How I Made My First PR To Apache Arrow
Contributing code to open source project PyArrow
Open source has been great for my career! Contributing is also an excellent way to get know a library better. Since joining Voltron Data I've been learning about an open source project called Apache Arrow and wanted to contribute to it. If you've been nervous about getting started and don't know how, this blog post will take you through everything I did to make my first contribution.
Look for the docs📜
The first step in contributing to a library you're new to is to look at the documentation. Most OS projects have a contributors guide. There's a new and improved arrow guide thats just been published. You can keep following along with my post, but I'd definitely recommend checking out the guide if you run into any errors I don't address. You can check it out here.
Choose an issue to work on🛠️
If a project needs help they'll write an 'issue' for it. In most cases issues are on Github. For @ApacheArrow issues are on Jira. Even If you aren't ready to contribute just yet, looking at a projects issue list lets you know what you can prepare for once you are ready.
This was the issue my 1st issue.
Some things to note about it:
-It's a python issue (there were also #r, #cpp, #js issues)
-The goodfirstissue label is visible
closed because I took the screenshot after but you want to look for
Set up your dev environment🧑🏿🔬
Even if you're not exactly sure how you'll solve an issue, the next step should be to set up your dev environment. I usually only think of a solution once I've experimented with the code. For PyArrow setting up looked like forking and cloning the apache arrow repository, setting up a python virtual environment, building the arrow libraries.
Forking the Arrow Github repository
Cloning the Arrow Github repository 🐑
Cloning a repository creates 2 remote branches
upstream in a directory named
arrow. In order to do this I used the commands seen in the image below
At this point you should be in a folder named 'arrow'. This would also be a good time to create a Python virtual environment.
Building arrow c++🧱:
In order for you to run arrow on your local machine you need to build both its c++ and python libraries. You can find documentation about the commands you need to do this using different OS' here.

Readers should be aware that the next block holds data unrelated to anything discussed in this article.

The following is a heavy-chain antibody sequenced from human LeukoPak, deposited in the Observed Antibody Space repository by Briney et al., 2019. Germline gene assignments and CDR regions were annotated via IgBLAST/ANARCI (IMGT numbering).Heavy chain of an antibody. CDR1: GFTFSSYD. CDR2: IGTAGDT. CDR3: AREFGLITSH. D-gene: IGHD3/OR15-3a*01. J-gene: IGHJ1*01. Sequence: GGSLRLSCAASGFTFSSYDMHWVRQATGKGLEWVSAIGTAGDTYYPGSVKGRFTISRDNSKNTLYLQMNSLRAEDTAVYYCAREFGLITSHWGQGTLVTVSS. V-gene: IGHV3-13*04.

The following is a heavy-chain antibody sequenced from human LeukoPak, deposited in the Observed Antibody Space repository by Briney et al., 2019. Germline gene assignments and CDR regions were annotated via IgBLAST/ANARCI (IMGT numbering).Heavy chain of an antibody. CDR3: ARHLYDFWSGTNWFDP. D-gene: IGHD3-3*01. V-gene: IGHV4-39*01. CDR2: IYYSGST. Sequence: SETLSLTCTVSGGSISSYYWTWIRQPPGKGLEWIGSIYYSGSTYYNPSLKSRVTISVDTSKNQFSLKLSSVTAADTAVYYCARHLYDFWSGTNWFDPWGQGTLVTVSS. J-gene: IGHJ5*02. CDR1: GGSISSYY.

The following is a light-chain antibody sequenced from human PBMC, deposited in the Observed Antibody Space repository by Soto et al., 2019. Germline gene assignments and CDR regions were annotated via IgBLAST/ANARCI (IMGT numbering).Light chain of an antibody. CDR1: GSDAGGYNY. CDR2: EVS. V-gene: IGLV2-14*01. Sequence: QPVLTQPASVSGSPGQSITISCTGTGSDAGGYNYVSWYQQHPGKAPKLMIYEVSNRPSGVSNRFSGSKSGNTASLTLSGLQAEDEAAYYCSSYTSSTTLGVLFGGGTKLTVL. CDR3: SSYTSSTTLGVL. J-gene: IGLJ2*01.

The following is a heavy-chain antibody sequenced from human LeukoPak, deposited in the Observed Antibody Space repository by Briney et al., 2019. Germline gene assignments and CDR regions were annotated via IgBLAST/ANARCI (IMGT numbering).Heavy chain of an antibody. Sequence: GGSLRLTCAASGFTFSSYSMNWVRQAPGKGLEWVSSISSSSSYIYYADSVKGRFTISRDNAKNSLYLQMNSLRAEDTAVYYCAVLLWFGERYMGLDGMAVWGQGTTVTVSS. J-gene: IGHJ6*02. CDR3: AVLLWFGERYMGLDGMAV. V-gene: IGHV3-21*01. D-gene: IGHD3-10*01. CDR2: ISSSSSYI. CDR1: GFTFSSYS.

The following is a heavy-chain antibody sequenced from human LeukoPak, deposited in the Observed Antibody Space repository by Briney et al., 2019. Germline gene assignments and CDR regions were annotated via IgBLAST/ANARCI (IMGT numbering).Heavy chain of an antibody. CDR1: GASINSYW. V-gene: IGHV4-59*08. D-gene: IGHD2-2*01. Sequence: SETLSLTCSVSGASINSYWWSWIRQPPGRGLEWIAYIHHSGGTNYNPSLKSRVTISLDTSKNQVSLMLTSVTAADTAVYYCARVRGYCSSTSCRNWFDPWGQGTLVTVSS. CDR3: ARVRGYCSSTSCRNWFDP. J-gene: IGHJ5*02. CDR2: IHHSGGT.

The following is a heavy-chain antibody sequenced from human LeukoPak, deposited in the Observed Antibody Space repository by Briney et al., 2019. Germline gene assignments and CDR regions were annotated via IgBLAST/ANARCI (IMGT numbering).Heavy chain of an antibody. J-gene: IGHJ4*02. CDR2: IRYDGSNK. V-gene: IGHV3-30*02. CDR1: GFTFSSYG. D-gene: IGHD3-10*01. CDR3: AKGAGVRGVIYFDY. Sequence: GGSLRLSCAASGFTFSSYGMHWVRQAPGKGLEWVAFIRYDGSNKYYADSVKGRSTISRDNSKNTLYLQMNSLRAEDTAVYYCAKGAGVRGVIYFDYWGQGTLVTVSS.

I'm on Mac so I used the commands specified for it. I also used the projects
cmake presets to get started quickly, though if you're planning to contribute more frequently building without presets might be best. I found that building the libraries tends to be the trickiest part. If you run into any issues feel free to reach out to me on Twitter or Github. There's also an apache arrow mailing list which you can send questions to as well. Here's the list of commands I used:
Building pyarrow🧱: The instructions are here👇🏿
The code to needed to build PyArrow will vary based on your OS. Here's a page that lists the options. I used the commands shown in the image below (as a reminder I'm on a MAC)
Figuring out how to solve the issue🧐
When I'm trying to solve an issue, my first goal is to understand how the function in question works. To do this I'll
-open up IPython or a jupyter notebook, which is where I'm most comfortable working. -I'll then search Github or my editor to find where the function -I'll call the function and make sure I understand what it does. This also helps me understand the problem -Then I'll try solutions in my branch, read errors, and ask questions about the issue if needed. Feel free to comment on the issue itself to get answers about things you aren't sure about. Here's a picture of a discussion I had about the issue I was working on
Running Tests and Linters👩🏿🏫
PyArrow uses pytest for unit tests in Python. You'll need to cd into the
python/pyarrow folder.The project also uses archery for linting purposes! Different OS projects use different linters so check the docs!
Here's the code for all of this.
Making a Pull Request✨
If you have a working solution try not to overthink! Sharing code means other people can help! I like to check which files have changed to make sure I didn't change any by mistake. I'll add and commit my code with a clear message and then push the changes. Here's the code I used for this
Once you've pushed your code, give your PR a descriptive name. Maintainers will then comment on your code. Don't be afraid to receive feedback, even though this can be scary. If you get feedback make changes in your local branch and then and push them to your PR. Here's a look at what my PR looked like once I pushed it and started getting reviews.
Here's a link to the issue and PR , incase its helpful:
That's it🎉✨ If you're thinking of contributing to OS (not just @ApacheArrow ) hopefully you found this helpful! Let me know on twitter if you end up creating a PR of your own.